Cultural Barriers To Enterprise Innovation (Part 2 of 3)

This is part two of a description of common cultural barriers to innovation in the enterprise. In the first post, I discussed two of the barriers: fear of failure and expected value bias. This post covers two additional cultural barriers and how they destroy innovation in the enterprise.

3. Business Case Bias

As any good MBA-trained business person knows, in order to evaluate a business opportunity, you need to develop and analyze a business case. The business case is essentially a financial model, constructed on a spreadsheet, that forecasts revenues, costs and profit margin for the proposed opportunity.

Once assembled, the business case is a useful tool. You can play around with different assumptions, testing hypotheses of what seems reasonable, what is the upside and downside and other "what if" scenarios. After you've worked with the spreadsheet for a time, you start to get the feeling you can predict the future. You can develop the belief that every reasonable scenario can been considered and modeled, down to the penny. It gives you a great feeling of power and control.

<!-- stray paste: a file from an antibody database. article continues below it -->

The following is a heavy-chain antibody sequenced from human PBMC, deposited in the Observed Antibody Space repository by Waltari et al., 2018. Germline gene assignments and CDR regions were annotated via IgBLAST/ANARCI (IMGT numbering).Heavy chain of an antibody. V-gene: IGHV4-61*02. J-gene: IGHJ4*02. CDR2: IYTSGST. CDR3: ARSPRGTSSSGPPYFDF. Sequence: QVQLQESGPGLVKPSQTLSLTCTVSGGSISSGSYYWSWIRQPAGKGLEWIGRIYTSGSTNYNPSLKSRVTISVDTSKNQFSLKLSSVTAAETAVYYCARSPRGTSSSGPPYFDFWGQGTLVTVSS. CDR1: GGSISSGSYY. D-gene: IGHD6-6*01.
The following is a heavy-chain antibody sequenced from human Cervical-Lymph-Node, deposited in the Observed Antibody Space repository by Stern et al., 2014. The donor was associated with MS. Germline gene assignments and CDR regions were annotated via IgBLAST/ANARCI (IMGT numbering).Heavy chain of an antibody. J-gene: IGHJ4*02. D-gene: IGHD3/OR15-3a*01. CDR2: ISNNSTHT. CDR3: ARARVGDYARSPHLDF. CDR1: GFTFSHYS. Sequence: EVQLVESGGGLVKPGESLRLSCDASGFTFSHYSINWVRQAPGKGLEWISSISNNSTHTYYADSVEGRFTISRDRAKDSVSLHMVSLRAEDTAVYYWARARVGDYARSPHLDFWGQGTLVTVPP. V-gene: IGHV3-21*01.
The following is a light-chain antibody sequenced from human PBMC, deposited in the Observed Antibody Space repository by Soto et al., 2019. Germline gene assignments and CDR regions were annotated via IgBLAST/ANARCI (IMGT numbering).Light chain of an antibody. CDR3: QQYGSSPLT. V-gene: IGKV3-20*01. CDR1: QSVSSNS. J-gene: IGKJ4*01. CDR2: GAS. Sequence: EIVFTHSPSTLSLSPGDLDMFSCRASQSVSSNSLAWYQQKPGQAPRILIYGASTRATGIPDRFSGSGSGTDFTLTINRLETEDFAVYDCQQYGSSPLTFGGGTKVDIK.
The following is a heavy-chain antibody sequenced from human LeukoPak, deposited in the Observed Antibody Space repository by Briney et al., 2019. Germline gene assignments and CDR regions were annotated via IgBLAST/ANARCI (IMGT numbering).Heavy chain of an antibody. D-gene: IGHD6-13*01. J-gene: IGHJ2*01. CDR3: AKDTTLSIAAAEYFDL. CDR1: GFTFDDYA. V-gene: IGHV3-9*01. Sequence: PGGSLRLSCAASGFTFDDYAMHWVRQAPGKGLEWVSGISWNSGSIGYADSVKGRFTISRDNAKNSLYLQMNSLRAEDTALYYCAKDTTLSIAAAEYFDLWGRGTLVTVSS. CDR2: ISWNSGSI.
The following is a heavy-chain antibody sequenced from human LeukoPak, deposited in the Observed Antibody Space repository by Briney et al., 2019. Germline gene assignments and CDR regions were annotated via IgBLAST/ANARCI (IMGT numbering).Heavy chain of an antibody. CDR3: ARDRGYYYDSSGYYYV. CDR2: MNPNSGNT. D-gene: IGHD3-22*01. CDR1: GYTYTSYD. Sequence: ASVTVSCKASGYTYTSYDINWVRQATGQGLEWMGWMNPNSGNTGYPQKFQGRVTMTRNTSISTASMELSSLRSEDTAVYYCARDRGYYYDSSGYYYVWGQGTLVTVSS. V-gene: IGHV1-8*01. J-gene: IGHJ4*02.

The business case is a great tool for an established business. But in a startup situation, it's bullshit. 

Startups are inherently unpredictable. Whenever you have a hypotheses about an unknown customer segment, an unknown problem, and an unproven solution, there is no way to predict how this is going to work out. It's impossible.

Don't believe me?